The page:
Different variety of hot peppers
A bunch of chilies isolated on white. Hot pepper Macedonian Fringed, Sarit Gat, Red Cherry, Cayenne, Serrano, Habanero Orange, Jalapeno, Fatalii Yellow, Trinidad Scorpion Moruga and regular chili.
When you eat something extremely hot it may seem as though you’re feeling the burn from the top of your head to the tips of your toes. In reality, though, it’s a bit more localized than that. When it comes to your taste buds it seems the place you feel the burn the most depends on the type of chili pepper you’re eating.
Obviously not all hot peppers are the same.
Not only do they look different but it almost goes without saying that the heat you feel in your mouth can range from mild, at best, to scorching, almost mind-numbing hot! That’s because a pepper’s heat can vary greatly on the Scoville Scale. As soon as you take a bite, some will continue to give off the heat while others deliver a quick shot of the hot stuff, and then it’s over. Yet still, you may also find the heat from some peppers delayed, yet packing quite a punch.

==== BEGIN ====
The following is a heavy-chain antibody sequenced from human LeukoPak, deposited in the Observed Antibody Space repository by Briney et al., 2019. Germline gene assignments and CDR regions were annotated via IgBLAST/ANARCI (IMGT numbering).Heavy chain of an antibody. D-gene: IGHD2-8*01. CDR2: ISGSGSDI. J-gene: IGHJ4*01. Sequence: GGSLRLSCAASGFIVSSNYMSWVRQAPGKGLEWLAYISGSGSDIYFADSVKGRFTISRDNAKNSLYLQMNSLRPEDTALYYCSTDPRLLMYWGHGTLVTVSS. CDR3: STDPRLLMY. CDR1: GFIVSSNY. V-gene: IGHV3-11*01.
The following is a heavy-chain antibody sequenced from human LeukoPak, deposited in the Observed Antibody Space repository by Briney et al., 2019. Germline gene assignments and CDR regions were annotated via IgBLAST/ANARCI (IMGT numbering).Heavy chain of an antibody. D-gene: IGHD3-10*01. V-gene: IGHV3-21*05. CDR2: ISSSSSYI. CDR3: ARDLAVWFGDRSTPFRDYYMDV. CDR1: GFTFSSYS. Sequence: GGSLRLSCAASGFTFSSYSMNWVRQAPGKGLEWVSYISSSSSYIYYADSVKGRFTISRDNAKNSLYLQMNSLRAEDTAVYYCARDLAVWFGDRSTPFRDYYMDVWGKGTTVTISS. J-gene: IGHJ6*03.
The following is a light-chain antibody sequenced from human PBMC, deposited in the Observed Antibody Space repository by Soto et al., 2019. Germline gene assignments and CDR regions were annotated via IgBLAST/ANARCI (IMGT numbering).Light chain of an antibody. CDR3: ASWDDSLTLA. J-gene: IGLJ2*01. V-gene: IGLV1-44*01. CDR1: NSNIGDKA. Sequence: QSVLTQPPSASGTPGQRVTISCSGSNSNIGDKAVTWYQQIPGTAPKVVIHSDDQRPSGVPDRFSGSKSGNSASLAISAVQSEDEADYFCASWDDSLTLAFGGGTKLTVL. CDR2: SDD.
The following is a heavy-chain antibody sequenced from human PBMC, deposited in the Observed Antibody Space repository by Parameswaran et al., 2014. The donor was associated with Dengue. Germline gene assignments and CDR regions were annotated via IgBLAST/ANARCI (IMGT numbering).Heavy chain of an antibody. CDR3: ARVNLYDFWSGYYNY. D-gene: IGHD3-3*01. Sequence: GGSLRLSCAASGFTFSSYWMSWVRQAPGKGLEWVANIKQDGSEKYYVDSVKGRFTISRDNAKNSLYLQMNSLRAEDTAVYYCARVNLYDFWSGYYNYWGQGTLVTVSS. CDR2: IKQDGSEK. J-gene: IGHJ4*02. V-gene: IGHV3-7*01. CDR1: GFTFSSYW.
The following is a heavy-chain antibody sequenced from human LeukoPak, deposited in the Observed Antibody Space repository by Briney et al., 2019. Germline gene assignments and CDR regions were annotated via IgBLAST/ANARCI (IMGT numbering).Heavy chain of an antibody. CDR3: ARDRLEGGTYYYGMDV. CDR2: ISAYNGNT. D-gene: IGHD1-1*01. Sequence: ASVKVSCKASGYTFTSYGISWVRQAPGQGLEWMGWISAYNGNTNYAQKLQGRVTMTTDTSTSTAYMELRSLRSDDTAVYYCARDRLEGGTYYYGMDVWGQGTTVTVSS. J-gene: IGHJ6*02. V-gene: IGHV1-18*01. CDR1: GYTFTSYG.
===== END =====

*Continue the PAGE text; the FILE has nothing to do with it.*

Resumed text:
Some peppers hit you right on the tip of your tongue, including the jalapeno, Aji, and Sataka pepper. The poblano pepper is often felt most on the side of your tongue while the bird pepper generally dissipates in your mouth and on your tongue, only to linger on your lips. The Tabasco pepper gets your lips and tongue, while paprika is more of a mid-palate kind of pepper. Yet still, there are some peppers so hot that they get you right in the back of the throat. These include the Trinidad Scorpion, habanero, and the extra fiery ghost pepper. In other words, some peppers and hot foods are on the small side of the heat scale but others deliver a mouth burning punch. You’ll definitely feel it at some point, whether it just strikes at the tip or burns deep within your taste buds.